Pros and Cons
How will the world of non-fiction filmmaking be impacted by the amazing new array of prosumer tools to hit the market? I’m talking about iPhones that can shoot at1080P and a tiny HD camera like the GoPro® that can fit literally anywhere. There’s even a new support rig (the Smoothee) made by the same people who brought us the legendary Steadicam. There are also new mini (and mighty) camera systems from Sony, Panasonic and others some, of which, are 3D capable!
My sense is that all of these sophisticated (and micro-sized) new tools will be embraced by the documentary world. But the people who really understand how to use these products will be the ones to see the most benefit. Virtual platforms (like the Web) will highlight the many non-professionals who have embraced these systems. But so many films dubious quality and production values will only serve to highlight the skills of Local 600 members even more.
The lesson is an obvious one: in a time of limited distribution pipelines, when money for independent and non-studio/network shows is never more scarce, the more production value a documentary has the more likely it is to get seen, let alone hit the mainstream. Sure, projects like Martin Scorsese’s HBO documentary (George Harrison: Living in the Material World – Pg. 52) will always get a lot of attention. But so will non-fiction work done in the cinema vérité style pioneered decades ago, or those like the many award-winning shows created by Ken Burns (and shot by Local 600 member Buddy Squires). Of course all that has come before has set the table for what, undoubtedly, has become the most successful approach to the documentary form in recent years: reality television.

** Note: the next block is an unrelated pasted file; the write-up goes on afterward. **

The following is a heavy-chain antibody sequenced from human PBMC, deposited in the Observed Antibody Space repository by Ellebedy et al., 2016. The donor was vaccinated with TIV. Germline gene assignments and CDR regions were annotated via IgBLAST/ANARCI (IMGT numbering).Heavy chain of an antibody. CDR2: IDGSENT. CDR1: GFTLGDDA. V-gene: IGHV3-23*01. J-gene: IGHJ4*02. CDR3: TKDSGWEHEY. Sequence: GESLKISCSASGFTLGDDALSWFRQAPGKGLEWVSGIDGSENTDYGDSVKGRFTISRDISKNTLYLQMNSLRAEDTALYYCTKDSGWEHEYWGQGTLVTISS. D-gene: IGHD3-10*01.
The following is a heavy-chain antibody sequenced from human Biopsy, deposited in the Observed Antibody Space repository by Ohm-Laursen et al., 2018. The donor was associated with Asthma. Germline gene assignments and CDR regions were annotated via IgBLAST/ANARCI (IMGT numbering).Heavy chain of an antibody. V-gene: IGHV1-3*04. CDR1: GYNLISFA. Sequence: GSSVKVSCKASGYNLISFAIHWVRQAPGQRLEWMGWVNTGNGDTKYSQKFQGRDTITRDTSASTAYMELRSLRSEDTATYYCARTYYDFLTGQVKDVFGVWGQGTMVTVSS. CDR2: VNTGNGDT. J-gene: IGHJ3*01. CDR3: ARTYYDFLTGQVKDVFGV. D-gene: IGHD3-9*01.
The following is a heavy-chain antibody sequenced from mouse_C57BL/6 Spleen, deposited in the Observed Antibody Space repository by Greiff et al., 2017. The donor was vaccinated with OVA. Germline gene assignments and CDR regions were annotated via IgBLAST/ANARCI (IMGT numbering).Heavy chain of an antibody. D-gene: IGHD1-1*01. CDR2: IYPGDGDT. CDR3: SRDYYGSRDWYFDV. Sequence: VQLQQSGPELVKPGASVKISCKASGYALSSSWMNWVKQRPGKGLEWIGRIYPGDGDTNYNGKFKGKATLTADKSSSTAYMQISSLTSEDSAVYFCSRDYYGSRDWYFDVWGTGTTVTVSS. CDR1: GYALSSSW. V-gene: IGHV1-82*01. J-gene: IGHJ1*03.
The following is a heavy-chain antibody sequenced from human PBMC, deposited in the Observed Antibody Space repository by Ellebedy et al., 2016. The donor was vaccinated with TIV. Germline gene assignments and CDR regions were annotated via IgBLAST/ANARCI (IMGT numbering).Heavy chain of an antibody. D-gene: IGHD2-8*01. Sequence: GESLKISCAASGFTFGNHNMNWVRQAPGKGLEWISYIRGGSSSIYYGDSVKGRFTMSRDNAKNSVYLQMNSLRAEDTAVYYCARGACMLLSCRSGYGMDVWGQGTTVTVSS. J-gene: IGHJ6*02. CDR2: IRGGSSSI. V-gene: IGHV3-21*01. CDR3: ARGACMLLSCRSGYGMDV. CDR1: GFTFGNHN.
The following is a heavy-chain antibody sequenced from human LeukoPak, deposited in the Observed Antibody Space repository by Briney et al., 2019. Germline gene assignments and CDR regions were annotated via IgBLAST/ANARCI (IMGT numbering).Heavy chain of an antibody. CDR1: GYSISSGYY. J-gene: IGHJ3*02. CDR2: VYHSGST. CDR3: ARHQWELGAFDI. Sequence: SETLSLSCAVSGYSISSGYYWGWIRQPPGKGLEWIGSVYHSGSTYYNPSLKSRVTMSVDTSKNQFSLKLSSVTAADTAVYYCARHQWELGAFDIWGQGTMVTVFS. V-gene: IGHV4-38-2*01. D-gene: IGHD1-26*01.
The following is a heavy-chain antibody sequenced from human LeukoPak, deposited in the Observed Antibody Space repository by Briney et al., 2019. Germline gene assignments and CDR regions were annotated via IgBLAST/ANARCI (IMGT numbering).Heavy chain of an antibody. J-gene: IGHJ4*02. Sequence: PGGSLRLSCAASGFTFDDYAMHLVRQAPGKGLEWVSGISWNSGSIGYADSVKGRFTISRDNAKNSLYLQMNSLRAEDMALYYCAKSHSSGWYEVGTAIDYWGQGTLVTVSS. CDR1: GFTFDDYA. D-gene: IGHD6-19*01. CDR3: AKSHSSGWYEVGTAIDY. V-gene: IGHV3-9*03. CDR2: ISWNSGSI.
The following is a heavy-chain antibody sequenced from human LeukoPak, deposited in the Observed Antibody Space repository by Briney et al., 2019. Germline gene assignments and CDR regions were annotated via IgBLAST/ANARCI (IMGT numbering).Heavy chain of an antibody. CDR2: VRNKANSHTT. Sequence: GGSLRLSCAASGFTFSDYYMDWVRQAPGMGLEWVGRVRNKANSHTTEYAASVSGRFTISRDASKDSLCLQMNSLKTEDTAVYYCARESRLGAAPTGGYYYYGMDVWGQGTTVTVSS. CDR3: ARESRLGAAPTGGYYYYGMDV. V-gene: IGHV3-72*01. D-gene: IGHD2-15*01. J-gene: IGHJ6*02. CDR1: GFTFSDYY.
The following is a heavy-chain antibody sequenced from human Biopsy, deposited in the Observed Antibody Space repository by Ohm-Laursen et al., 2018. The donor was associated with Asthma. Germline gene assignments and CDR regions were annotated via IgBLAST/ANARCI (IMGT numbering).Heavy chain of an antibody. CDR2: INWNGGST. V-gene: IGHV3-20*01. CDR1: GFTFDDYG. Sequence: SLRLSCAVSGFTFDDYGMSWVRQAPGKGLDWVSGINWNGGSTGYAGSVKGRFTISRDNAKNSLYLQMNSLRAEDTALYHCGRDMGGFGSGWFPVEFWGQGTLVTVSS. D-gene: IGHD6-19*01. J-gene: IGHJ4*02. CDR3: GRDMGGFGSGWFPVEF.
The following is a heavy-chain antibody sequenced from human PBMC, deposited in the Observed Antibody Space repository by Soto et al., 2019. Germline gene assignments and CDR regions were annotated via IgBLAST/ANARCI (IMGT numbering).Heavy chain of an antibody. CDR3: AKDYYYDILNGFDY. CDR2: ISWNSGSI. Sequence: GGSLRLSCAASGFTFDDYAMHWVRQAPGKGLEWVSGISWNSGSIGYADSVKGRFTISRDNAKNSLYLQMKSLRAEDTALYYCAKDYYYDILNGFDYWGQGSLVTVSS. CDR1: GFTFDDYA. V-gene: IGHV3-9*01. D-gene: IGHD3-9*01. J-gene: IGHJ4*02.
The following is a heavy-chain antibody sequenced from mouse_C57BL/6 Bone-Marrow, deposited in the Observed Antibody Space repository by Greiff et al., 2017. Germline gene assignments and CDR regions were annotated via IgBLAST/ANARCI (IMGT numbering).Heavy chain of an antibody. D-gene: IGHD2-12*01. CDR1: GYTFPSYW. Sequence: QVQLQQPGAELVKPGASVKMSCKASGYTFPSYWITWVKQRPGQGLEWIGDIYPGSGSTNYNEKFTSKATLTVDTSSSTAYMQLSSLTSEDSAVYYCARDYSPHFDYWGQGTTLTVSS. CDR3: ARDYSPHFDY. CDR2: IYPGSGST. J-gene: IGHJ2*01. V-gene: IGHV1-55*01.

The term is a loose one: many reality shows are scripted, rehearsed, and painstakingly laid out to impact their audiences. But the way these stories are covered include the same techniques pioneered by the purest of cinema vérité shooters. The biggest reality shows go out with multiple crews and cameras systems, but the smallest are executed with a single shooter, making the best of all this fabulous new technology.
Thankfully, more of them are being covered under IATSE contracts; and like iPhones or GoPros® being put in the right hands to maximize their potentials, it’s good for the entire industry when non-fiction is produced with skilled Union labor. Real-life may be filled with amateurs doing their best (and sometimes worst) in front of the camera. But there should be nothing messy or unprofessional about the people putting those stories in front of an audience, especially when considering the tools at hand.
Steven Poster, ASC
International Cinematographers Guild
IATSE Local 600